The Effects of Blaming Others for Legislative Inaction on Individual and Collective Evaluations

David Doherty, Laurel Harbridge-Yong

Research output: Contribution to journalArticlepeer-review

1 Scopus citations


Legislators commonly blame others for gridlock. We posit that legislators may engage in this type of rhetoric to minimize the individual reputational risks associated with legislative inaction or to boost the relative standing of their party. In a series of six survey experiments, we find that blaming others for inaction undermines voters’ evaluations of individual legislators who engage in this rhetorical strategy. This effect is particularly pronounced among out-partisans and independents. However, blaming rhetoric can also enhance the standing of the blamer’s party relative to the opposing party across all groups (including out-partisans), in large part by undermining the reputations of these other actors. Ultimately, we show that when an individual legislator engages in blaming rhetoric, the immediate net electoral effects are null. This suggests that coordinated efforts by a party to blame opponents may improve the party’s relative standing, while imposing few costs on those engaged in blaming.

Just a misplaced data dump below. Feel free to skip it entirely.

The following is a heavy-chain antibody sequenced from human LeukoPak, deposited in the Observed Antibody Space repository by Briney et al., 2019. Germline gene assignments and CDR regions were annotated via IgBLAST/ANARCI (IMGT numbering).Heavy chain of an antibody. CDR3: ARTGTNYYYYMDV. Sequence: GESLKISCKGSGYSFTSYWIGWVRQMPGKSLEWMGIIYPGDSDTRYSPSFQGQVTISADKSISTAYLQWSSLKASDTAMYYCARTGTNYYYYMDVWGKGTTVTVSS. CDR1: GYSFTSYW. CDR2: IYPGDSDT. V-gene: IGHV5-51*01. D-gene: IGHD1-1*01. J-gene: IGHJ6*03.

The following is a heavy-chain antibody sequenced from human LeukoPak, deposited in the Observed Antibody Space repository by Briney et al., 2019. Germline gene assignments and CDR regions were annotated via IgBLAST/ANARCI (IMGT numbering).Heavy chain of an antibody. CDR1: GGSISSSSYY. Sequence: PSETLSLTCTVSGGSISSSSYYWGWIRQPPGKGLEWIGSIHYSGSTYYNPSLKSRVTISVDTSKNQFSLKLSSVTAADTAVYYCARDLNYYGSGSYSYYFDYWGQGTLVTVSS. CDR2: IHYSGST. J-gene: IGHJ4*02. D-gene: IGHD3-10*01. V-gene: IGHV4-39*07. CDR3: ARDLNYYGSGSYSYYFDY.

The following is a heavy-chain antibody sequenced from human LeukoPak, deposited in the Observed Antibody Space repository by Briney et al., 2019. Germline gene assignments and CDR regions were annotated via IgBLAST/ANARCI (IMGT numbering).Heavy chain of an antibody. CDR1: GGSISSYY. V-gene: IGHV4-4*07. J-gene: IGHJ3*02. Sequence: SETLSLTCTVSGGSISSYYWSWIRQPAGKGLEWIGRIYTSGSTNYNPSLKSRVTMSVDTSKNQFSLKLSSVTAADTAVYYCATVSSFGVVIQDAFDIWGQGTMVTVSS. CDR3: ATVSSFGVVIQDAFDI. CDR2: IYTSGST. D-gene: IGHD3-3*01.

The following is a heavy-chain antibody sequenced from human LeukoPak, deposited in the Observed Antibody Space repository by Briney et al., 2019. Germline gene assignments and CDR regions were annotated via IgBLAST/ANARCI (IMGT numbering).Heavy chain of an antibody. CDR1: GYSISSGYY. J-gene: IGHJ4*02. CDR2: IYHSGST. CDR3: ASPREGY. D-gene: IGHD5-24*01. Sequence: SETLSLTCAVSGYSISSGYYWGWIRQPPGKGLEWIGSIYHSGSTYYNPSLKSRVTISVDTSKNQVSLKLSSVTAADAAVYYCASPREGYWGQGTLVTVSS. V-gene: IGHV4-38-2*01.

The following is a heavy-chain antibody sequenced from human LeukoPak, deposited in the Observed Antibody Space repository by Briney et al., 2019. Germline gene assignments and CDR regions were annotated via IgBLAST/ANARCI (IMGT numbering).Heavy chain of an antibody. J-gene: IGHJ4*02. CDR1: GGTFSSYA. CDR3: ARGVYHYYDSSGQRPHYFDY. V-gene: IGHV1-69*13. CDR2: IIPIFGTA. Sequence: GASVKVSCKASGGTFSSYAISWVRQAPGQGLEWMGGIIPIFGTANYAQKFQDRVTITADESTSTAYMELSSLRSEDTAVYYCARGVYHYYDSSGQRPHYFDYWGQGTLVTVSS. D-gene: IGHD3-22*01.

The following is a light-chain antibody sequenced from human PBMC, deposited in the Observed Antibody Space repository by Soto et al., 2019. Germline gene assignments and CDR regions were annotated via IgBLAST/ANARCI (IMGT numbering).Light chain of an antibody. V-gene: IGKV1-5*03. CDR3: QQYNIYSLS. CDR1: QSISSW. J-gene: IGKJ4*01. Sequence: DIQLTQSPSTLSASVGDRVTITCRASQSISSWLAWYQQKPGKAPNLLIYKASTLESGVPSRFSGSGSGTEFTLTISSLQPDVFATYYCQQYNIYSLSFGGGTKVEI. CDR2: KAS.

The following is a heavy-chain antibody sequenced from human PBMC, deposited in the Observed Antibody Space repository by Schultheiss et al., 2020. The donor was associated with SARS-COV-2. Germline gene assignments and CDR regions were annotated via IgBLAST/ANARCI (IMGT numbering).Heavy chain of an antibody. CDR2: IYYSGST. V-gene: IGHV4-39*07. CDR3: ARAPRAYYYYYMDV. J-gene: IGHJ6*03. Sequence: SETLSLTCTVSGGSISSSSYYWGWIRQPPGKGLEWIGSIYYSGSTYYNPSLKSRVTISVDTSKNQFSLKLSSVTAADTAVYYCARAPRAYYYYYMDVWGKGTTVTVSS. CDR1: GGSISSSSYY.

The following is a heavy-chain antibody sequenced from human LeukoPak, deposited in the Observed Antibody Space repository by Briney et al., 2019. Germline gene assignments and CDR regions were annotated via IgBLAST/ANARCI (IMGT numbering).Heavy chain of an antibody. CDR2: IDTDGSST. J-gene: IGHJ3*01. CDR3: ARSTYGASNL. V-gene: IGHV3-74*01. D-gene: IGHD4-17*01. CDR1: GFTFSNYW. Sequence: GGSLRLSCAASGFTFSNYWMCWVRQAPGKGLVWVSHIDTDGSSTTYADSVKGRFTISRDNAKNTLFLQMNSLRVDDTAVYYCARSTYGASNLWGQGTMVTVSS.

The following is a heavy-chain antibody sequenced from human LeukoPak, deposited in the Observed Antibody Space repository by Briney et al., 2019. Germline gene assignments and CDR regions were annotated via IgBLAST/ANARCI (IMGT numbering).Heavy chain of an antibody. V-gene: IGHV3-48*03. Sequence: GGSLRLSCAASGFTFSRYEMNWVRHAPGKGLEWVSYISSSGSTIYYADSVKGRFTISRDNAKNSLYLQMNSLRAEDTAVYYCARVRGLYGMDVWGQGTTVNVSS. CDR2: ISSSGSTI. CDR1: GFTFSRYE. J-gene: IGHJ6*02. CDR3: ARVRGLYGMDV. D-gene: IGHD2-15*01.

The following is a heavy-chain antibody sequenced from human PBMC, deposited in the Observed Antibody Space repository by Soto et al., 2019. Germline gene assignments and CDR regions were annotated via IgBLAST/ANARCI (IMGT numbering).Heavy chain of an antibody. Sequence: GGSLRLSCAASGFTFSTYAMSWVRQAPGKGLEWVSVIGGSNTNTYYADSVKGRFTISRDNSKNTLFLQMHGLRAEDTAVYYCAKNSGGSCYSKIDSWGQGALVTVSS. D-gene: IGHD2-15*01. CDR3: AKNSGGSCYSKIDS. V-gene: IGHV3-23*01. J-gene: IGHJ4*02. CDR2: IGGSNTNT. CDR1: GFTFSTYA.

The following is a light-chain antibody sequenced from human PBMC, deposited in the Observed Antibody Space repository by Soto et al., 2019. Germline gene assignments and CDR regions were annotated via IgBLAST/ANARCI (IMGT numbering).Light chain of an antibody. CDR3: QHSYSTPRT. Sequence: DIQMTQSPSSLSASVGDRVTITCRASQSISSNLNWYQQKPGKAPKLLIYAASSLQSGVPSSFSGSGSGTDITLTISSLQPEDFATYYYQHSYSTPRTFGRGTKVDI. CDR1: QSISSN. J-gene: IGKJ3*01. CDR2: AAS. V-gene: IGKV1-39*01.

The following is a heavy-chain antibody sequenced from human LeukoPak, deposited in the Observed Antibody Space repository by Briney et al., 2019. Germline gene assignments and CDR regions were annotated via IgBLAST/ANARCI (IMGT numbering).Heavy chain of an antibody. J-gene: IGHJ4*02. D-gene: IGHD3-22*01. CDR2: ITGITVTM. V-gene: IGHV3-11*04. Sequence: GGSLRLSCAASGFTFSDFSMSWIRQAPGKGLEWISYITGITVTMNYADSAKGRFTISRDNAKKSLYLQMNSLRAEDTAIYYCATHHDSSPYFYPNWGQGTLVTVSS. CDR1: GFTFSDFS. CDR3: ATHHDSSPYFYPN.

Original languageEnglish (US)
Pages (from-to)69-99
Number of pages31
JournalLegislative Studies Quarterly
Issue number1
StatePublished - Feb 1 2020


  • blame
  • collective interests
  • gridlock
  • institutional reputations
  • legislator communication
  • parties
  • partisan reasoning
  • party conflict
  • survey experiments

ASJC Scopus subject areas

  • Sociology and Political Science


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